Environmental Science

Environmental Science website

Contact: Richard A. Waugh
Office: 260 Gardner Hall
Phone: 608.342.1386
E-mail: waugh@uwplatt.edu

About the Environmental Science and Minor

The Environmental Science minor is an interdisciplinary program designed to give students, particularly those in the natural sciences, a broad understanding of the relationship of humans to the environment and the processes that occur in the natural environment. Environmental Science has become an essential component of a wide variety of fields and in a variety of careers, and its importance will only increase in the future. This minor will help prepare students to respond to the demands of environmental understanding increasingly expected of 21st century people.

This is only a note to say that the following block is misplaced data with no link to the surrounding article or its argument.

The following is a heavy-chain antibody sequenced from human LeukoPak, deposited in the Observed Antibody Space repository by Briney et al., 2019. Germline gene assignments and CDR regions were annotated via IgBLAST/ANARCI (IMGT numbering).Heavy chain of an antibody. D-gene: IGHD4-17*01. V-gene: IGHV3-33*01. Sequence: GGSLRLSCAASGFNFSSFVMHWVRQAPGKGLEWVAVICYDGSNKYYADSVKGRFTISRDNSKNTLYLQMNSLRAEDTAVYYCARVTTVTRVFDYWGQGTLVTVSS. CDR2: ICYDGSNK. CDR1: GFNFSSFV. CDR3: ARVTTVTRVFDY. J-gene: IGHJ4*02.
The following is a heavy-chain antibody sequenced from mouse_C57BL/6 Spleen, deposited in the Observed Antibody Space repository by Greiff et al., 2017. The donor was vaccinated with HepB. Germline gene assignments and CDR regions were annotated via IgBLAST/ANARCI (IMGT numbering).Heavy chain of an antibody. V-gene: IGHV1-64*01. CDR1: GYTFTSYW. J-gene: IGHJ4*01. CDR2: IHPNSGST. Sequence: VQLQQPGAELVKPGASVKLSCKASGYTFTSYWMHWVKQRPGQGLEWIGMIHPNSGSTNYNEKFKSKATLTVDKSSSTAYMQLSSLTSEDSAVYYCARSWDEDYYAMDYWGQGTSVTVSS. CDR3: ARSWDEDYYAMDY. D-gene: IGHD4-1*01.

Environmental Science Minor (24 credits)

Required courses (9 credits):

One physical processes course from (4 credits):

Five credits of Chemistry chosen from:

Electives (minimum 6 credits):

* Requires BIOLOGY 1650 Unity of Life and BIOLOGY 1750 Diversity of Life as prerequisites.

** Requires BIOLOGY 2420 Fundamentals of Biological Investigation as prerequisite.

Geographic Information Systems Minor (24 credits)

The minor in geographic information systems prepares students for current modern trends in geospatial technology, computerized map- ping, digital image processing and spatial analysis. The GIS minor requires one course in computer science (COMPUTER 1130), four courses in GIS and remote sensing, and six hours of upper division coursework in selected classes, either in geosciences, computer science or business.